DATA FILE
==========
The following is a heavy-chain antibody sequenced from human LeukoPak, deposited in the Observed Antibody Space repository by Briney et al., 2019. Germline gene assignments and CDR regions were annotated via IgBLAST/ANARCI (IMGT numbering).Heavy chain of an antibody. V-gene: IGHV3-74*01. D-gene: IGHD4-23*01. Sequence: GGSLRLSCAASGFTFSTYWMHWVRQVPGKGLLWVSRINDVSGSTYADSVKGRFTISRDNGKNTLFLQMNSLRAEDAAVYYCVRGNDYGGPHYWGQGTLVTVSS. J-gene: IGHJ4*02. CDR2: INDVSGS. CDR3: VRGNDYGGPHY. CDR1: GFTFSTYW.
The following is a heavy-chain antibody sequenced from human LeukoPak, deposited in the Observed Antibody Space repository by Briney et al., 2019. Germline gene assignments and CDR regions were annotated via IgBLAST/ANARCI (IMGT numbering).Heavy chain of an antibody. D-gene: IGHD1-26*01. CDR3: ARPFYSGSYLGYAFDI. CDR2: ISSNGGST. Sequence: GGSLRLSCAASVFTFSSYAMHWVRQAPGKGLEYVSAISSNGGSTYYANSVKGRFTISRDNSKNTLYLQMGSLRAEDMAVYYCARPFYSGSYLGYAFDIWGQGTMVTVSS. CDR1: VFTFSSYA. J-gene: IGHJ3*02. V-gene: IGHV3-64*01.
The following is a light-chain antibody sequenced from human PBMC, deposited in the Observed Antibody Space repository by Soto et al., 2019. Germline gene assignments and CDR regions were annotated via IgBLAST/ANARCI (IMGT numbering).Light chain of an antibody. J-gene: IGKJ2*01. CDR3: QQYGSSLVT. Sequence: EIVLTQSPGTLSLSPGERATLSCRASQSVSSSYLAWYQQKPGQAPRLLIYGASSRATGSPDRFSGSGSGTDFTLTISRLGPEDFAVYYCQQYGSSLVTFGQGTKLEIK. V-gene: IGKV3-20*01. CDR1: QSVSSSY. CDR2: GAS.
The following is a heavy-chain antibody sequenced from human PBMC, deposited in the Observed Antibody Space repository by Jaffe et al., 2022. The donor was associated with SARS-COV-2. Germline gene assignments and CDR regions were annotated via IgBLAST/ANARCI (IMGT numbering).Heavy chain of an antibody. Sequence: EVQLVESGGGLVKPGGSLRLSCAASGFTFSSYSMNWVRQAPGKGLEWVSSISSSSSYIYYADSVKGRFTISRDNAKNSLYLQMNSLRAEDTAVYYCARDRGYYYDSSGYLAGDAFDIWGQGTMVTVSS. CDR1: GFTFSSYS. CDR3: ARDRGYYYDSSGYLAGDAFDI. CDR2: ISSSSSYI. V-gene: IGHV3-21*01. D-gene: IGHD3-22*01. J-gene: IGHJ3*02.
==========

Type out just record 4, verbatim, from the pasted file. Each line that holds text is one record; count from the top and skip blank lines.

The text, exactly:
The following is a heavy-chain antibody sequenced from human PBMC, deposited in the Observed Antibody Space repository by Jaffe et al., 2022. The donor was associated with SARS-COV-2. Germline gene assignments and CDR regions were annotated via IgBLAST/ANARCI (IMGT numbering).Heavy chain of an antibody. Sequence: EVQLVESGGGLVKPGGSLRLSCAASGFTFSSYSMNWVRQAPGKGLEWVSSISSSSSYIYYADSVKGRFTISRDNAKNSLYLQMNSLRAEDTAVYYCARDRGYYYDSSGYLAGDAFDIWGQGTMVTVSS. CDR1: GFTFSSYS. CDR3: ARDRGYYYDSSGYLAGDAFDI. CDR2: ISSSSSYI. V-gene: IGHV3-21*01. D-gene: IGHD3-22*01. J-gene: IGHJ3*02.